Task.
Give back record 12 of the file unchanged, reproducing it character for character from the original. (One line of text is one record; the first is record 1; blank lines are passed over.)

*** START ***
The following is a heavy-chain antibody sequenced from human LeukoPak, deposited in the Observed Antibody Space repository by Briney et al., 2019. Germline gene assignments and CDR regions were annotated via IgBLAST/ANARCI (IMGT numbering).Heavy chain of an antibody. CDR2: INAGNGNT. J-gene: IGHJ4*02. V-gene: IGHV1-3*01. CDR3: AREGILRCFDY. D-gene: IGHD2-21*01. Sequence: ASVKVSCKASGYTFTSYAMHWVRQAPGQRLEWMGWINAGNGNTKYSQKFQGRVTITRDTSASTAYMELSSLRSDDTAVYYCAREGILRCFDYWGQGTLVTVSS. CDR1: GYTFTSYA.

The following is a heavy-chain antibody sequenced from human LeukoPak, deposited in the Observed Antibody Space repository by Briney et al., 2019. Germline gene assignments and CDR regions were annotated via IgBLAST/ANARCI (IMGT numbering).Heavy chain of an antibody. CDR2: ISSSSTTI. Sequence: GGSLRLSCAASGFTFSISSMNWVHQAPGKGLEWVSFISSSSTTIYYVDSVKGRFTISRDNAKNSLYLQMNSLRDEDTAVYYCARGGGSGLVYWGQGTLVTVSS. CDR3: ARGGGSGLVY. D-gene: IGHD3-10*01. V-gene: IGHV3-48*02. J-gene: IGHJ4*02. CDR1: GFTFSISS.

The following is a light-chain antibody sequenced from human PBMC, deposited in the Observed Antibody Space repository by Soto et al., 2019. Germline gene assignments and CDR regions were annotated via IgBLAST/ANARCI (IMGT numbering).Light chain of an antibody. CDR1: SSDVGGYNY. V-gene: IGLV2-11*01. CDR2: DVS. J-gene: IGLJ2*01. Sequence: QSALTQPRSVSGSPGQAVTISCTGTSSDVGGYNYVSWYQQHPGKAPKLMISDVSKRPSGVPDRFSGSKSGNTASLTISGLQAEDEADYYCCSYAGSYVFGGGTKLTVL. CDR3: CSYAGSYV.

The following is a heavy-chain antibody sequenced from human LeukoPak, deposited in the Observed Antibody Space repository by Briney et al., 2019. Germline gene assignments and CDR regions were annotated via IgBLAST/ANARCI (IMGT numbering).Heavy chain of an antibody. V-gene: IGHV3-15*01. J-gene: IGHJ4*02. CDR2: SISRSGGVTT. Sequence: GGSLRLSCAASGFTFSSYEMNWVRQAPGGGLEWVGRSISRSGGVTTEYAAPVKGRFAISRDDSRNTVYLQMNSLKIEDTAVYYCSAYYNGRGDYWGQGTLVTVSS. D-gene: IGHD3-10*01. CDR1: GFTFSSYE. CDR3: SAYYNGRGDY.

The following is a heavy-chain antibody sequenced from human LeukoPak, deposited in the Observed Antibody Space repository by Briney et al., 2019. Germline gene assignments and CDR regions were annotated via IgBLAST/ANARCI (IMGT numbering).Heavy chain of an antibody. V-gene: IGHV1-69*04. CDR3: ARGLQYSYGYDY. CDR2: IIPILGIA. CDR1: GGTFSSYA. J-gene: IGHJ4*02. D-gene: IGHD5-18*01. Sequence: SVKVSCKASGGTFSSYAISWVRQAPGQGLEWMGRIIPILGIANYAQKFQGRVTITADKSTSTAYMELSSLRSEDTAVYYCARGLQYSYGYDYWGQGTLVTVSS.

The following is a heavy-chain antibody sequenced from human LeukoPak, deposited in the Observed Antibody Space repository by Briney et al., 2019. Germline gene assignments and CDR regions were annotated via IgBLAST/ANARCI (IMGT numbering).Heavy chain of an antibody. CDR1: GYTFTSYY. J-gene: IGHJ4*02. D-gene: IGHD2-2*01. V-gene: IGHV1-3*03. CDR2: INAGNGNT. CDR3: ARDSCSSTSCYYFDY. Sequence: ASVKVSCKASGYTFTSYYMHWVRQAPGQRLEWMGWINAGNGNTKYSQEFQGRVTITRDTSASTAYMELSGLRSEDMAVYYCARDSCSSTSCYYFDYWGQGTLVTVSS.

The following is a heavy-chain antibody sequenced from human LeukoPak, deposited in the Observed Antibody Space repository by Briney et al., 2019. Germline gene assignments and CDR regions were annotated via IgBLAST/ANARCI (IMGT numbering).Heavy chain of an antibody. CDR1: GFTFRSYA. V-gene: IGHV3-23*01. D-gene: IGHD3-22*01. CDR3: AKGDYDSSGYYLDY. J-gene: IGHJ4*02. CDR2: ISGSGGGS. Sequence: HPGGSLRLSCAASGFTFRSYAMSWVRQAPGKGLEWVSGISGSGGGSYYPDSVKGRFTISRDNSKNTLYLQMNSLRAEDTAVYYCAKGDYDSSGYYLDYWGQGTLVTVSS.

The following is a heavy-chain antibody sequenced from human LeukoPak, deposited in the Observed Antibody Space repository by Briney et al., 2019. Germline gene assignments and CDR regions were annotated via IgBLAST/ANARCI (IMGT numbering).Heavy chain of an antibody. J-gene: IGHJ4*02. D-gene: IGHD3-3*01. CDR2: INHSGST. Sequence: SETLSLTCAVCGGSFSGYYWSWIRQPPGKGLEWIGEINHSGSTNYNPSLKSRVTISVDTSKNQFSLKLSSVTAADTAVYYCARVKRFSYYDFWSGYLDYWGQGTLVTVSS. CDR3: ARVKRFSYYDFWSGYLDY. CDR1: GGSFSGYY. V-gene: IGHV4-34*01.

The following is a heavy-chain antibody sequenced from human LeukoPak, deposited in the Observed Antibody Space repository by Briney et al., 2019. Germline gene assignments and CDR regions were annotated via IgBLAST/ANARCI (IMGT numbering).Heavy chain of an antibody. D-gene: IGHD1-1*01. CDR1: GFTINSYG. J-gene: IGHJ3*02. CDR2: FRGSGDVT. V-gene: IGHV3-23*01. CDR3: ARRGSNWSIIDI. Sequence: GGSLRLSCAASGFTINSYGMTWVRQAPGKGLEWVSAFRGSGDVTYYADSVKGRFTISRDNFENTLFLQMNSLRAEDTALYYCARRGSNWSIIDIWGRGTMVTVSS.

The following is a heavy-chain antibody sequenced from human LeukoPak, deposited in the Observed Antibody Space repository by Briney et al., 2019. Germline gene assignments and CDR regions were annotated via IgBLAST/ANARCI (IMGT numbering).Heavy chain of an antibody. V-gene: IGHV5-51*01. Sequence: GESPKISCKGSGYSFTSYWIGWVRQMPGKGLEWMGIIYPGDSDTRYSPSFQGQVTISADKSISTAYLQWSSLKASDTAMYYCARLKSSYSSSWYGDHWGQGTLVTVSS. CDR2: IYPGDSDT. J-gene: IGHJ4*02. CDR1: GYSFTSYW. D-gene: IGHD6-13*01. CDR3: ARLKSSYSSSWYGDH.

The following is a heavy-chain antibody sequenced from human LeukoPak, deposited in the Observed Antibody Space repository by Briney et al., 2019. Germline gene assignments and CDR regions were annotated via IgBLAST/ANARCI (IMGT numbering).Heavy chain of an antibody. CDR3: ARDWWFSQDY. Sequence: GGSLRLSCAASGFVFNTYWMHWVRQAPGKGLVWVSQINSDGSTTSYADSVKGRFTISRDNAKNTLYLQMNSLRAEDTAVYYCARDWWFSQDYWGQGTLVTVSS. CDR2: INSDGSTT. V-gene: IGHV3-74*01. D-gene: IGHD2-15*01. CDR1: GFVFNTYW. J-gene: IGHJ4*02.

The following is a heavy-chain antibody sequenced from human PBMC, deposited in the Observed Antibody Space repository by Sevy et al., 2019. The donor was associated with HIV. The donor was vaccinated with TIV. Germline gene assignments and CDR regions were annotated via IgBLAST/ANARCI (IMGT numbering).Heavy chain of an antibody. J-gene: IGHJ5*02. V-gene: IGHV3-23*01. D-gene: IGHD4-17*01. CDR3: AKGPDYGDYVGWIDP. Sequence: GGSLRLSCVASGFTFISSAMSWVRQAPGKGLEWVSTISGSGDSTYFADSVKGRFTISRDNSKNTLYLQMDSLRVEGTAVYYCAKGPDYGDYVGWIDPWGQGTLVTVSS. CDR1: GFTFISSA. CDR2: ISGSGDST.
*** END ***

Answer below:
The following is a heavy-chain antibody sequenced from human PBMC, deposited in the Observed Antibody Space repository by Sevy et al., 2019. The donor was associated with HIV. The donor was vaccinated with TIV. Germline gene assignments and CDR regions were annotated via IgBLAST/ANARCI (IMGT numbering).Heavy chain of an antibody. J-gene: IGHJ5*02. V-gene: IGHV3-23*01. D-gene: IGHD4-17*01. CDR3: AKGPDYGDYVGWIDP. Sequence: GGSLRLSCVASGFTFISSAMSWVRQAPGKGLEWVSTISGSGDSTYFADSVKGRFTISRDNSKNTLYLQMDSLRVEGTAVYYCAKGPDYGDYVGWIDPWGQGTLVTVSS. CDR1: GFTFISSA. CDR2: ISGSGDST.